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Renaissance architecture has seemingly created three orders out of the three defined rusticated levels, the whole being surmounted by an enormous Roman-style cornice which juts out over the street by 2.

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An aspect of Renaissance architecture humanism was an emphasis of the anatomy of nature, in particular the human form, a science first studied by the Ancient Greeks.

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Renaissance architecture designed a number of buildings, but unlike Brunelleschi, he did not see himself as a builder in a practical sense and so left the supervision of the work to others.

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Renaissance architecture completed the design in 1456 but the work was not finished until 1470.

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The architectural period is known as the "High Renaissance architecture" and coincides with the age of Leonardo, Michelangelo and Raphael.

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Renaissance architecture designed a number of buildings, most of which were finished by others.

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Mannerism in Renaissance architecture was marked by widely diverging tendencies in the work of Michelangelo, Giulio Romano, Baldassare Peruzzi and Andrea Palladio, that led to the Baroque style in which the same architectural vocabulary was used for very different rhetoric.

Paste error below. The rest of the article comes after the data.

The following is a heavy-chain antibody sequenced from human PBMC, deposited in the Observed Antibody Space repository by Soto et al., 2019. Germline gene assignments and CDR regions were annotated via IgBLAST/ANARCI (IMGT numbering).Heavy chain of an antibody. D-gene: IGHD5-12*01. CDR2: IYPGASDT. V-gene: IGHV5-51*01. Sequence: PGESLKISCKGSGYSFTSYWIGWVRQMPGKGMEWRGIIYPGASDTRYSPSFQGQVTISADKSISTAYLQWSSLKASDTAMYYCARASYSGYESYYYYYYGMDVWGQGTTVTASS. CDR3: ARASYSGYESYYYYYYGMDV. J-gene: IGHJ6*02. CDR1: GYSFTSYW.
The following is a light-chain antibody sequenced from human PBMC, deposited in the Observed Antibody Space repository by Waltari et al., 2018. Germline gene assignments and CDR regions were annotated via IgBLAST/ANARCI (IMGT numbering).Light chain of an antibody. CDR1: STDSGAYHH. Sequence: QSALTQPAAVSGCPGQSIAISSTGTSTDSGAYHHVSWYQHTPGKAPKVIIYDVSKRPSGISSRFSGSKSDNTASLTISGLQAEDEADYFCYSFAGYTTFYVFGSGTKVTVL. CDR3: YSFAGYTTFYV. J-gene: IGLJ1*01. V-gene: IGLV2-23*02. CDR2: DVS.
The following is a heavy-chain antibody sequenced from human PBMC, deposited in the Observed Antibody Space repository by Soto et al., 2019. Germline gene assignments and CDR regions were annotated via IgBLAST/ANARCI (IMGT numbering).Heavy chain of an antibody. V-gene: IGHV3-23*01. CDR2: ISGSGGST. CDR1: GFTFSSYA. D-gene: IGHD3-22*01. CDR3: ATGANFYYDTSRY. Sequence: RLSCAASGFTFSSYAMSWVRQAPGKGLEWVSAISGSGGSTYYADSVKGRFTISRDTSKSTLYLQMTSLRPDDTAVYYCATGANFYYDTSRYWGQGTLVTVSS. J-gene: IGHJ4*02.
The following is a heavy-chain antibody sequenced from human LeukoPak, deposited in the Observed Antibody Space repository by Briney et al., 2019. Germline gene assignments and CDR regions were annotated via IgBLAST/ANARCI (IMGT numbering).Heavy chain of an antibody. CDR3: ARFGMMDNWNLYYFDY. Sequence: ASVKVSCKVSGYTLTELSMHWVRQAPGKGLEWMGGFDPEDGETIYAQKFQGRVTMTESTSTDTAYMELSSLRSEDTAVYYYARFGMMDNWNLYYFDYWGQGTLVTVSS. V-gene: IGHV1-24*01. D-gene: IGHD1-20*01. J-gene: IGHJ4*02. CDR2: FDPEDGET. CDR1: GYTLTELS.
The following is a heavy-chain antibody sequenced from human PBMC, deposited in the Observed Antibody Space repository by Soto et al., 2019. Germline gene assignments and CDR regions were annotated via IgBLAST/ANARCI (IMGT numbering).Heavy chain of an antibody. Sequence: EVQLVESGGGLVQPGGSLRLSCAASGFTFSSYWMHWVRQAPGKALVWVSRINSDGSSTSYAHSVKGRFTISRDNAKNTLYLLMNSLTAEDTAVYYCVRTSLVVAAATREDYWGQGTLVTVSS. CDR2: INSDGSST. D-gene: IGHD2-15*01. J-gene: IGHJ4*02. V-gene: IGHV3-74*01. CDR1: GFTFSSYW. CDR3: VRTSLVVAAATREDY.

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Renaissance architecture's Villa Farnesina of 1509 is a very regular monumental cube of two equal stories, the bays being strongly articulated by orders of pilasters.

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Renaissance architecture excelled in each of the fields of painting, sculpture and architecture, and his achievements brought about significant changes in each area.

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Likewise, the style that was to become known as Baroque evolved in Italy in the early 17th century, at about the time that the first fully Renaissance architecture buildings were constructed at Greenwich and Whitehall in England, after a prolonged period of experimentation with Classical motifs applied to local architectural forms, or conversely, the adoption of Renaissance architecture structural forms in the broadest sense with an absence of the formulae that governed their use.

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The spread of the Baroque and its replacement of traditional and more conservative Renaissance architecture was particularly apparent in the building of churches as part of the Counter Reformation.

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Renaissance architecture arrived late in what is today Estonia, Latvia and Lithuania, the so-called Baltic States, and did not make a great imprint architecturally.